Nation Current Affairs 29 Oct 2018 Date of Ayodhya case ...

Date of Ayodhya case hearing to be decided in January: Supreme Court

Published Oct 29, 2018, 12:08 pm IST
Updated Oct 29, 2018, 12:28 pm IST
The Supreme Court on Monday said that it will fix the date of hearing in Ayodhya case in January.
Supreme Court of India. (Photo: File)
 Supreme Court of India. (Photo: File)

New Delhi: The Supreme Court on Monday adjourned till January 2019 the hearing on a batch of petitions challenging the Allahabad High Court’s 2010 verdict that trifurcated the disputed site at Ayodhya into three parts for Ram Lalla, the Nirmohi Akhara and the Sunni Waqf Board.

Chief Justice of India Ranjan Gogoi rejected the early hearing by saying that “the court has its own priorities”.


Solicitor General Tushar Mehta had urged a hearing in November because of the nature of the dispute.

But CJI Gogoi in today’s hearing that lasted four minutes, said an appropriate bench will fix a date for the hearing, meaning the court may not necessarily hear the pleas in January itself, barely months away from the crucial 2019 general elections.

The ruling BJP has made the Ayodhya Ram Temple issues as an important poll agenda. An early hearing was likely to benefit the BJP which has assured its supporters that a temple in Ayodhya will be built, though in keeping with the law.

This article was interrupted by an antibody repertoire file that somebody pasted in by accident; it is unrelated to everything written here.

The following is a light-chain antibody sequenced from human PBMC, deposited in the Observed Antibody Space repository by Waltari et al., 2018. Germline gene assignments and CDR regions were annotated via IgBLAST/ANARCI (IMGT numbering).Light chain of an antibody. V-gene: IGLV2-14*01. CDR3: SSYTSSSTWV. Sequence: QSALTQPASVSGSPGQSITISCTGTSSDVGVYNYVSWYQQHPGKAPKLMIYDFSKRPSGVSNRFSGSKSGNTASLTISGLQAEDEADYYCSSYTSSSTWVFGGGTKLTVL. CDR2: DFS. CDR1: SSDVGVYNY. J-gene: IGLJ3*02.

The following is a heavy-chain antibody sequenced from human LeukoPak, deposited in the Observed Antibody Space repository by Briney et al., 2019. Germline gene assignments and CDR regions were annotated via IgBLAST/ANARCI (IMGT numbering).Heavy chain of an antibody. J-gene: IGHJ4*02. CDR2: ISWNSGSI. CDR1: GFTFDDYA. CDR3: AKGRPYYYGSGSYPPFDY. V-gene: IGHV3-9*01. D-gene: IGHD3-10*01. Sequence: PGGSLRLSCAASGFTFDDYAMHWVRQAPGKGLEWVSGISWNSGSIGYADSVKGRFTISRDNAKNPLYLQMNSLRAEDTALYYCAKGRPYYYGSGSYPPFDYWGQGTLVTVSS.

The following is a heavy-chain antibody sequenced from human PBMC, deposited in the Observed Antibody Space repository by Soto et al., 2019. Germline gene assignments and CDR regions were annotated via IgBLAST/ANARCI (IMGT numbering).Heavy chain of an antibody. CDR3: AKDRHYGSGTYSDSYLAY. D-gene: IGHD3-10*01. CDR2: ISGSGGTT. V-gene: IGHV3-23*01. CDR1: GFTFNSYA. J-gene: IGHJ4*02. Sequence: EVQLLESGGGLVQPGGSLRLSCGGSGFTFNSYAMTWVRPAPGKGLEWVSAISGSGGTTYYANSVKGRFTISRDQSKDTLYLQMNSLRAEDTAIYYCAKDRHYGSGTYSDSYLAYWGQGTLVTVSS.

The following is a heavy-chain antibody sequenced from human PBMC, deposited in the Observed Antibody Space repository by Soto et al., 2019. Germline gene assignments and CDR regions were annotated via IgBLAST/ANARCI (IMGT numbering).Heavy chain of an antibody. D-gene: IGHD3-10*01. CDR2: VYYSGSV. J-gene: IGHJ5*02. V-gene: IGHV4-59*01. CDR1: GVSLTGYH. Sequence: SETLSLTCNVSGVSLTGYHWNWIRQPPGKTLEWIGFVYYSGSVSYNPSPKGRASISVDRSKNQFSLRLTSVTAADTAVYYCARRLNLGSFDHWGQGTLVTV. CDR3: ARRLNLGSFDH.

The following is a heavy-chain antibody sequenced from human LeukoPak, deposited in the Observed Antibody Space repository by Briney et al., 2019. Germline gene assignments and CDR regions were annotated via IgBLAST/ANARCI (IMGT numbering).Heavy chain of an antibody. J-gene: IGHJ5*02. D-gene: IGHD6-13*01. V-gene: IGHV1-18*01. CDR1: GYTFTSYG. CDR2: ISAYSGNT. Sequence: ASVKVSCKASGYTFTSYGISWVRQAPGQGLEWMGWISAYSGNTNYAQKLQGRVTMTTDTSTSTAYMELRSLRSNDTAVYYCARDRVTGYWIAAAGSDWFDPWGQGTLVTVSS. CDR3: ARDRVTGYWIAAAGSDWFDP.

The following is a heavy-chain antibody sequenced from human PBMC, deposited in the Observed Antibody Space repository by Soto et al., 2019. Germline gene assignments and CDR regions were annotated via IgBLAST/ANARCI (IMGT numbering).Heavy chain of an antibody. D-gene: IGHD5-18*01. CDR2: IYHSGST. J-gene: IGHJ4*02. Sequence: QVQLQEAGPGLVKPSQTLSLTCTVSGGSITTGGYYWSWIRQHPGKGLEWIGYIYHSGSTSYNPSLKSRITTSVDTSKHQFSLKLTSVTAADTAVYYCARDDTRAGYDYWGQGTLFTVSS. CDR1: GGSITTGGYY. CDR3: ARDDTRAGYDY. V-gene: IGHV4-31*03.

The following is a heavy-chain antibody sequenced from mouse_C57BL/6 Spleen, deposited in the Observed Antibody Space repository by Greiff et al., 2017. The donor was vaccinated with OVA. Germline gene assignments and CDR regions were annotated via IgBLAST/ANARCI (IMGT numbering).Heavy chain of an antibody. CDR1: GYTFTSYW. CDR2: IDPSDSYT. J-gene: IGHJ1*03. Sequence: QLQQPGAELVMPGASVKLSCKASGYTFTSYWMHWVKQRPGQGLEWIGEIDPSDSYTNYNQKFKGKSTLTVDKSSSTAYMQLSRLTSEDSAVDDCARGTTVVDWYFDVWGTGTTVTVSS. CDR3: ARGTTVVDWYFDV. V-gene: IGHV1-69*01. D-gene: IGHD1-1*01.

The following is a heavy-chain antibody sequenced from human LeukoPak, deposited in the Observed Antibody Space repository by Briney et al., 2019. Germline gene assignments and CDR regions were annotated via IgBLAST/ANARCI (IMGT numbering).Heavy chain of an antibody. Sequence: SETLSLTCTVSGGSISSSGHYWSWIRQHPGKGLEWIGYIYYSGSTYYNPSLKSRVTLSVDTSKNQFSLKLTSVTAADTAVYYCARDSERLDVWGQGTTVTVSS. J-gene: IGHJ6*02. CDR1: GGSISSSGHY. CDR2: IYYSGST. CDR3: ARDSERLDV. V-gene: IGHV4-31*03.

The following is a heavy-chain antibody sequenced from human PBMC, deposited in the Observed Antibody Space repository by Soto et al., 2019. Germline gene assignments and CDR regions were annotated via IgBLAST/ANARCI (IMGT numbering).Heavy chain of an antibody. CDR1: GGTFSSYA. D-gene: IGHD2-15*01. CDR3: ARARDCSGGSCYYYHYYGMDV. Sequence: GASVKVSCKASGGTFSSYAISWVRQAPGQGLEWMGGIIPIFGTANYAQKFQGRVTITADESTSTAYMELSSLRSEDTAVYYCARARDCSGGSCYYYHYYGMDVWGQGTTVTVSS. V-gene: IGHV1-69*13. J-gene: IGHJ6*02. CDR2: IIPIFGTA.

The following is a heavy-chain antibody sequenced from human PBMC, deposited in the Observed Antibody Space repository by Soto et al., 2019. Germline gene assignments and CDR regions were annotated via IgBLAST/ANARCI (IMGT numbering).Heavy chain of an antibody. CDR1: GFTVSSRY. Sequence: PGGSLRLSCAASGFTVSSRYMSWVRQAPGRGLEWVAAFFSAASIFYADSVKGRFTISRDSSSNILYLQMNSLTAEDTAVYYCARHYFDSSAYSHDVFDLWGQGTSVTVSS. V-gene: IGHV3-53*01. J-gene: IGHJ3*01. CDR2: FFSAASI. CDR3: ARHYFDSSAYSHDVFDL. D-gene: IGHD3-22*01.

The party will hope for a favourable verdict from the apex court before the upcoming general election.

On September 27, the Supreme Court had declined to refer to a five-judge constitution bench the issue of reconsideration of the observations in its 1994 judgment that a mosque was not integral to Islam which had arisen during the hearing of the Ayodhya land dispute.

In a majority verdict of 2:1, a three-judge bench headed by then Chief Justice Dipak Misra had said the civil suit has to be decided on the basis of evidence and the previous verdict has no relevance to this issue.


Justice Ashok Bhushan, who had penned the judgment for himself and the Chief Justice of India, had said it has to find out the context in which the five-judge bench had delivered the 1994 verdict.

However, Justice S Abdul Nazeer had disagreed with the two judges and had said whether a mosque is integral to Islam has to be decided considering religious belief which requires detailed consideration.

The issue whether a mosque is integral to Islam had cropped up when the three-judge bench was hearing the appeals filed against the Allahabad High Court's verdict.


The three-judge high court bench, in a 2:1 majority ruling, had ordered that the 2.77 acres of land be partitioned equally among three parties.

Location: India, Delhi, New Delhi